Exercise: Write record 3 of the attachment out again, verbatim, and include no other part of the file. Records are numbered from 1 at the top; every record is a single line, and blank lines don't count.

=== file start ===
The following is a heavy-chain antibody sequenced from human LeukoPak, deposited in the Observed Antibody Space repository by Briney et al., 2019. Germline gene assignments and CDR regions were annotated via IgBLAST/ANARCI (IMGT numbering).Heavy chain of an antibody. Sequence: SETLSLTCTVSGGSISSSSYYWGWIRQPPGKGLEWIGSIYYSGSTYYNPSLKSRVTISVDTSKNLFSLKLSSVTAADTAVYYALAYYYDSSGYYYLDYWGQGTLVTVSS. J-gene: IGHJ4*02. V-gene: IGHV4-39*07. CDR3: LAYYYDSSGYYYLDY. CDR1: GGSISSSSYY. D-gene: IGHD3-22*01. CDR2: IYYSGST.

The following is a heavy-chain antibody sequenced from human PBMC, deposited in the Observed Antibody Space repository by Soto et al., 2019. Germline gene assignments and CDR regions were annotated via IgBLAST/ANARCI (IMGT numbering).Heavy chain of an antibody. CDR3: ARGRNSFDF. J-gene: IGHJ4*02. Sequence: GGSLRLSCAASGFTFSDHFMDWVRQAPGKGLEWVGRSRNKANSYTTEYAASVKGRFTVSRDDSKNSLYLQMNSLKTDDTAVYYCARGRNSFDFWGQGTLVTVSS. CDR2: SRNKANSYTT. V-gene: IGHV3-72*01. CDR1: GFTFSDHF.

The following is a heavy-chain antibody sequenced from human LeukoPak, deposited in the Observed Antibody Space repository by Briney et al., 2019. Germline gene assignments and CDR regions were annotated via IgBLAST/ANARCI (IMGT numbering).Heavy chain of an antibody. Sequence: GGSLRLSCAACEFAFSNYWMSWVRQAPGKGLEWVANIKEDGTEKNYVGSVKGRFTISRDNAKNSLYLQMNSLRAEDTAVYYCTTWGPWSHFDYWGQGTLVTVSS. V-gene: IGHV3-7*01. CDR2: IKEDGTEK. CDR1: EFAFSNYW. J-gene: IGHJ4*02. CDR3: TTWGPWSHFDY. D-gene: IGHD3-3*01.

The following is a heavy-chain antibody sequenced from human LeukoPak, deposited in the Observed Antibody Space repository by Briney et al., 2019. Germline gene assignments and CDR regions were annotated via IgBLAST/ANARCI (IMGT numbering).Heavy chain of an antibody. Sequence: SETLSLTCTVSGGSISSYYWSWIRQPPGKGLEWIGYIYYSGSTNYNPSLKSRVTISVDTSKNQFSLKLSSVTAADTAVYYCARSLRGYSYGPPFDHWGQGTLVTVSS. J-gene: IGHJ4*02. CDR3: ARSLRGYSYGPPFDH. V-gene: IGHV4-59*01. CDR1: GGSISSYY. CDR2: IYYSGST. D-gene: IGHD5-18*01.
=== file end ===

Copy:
The following is a heavy-chain antibody sequenced from human LeukoPak, deposited in the Observed Antibody Space repository by Briney et al., 2019. Germline gene assignments and CDR regions were annotated via IgBLAST/ANARCI (IMGT numbering).Heavy chain of an antibody. Sequence: GGSLRLSCAACEFAFSNYWMSWVRQAPGKGLEWVANIKEDGTEKNYVGSVKGRFTISRDNAKNSLYLQMNSLRAEDTAVYYCTTWGPWSHFDYWGQGTLVTVSS. V-gene: IGHV3-7*01. CDR2: IKEDGTEK. CDR1: EFAFSNYW. J-gene: IGHJ4*02. CDR3: TTWGPWSHFDY. D-gene: IGHD3-3*01.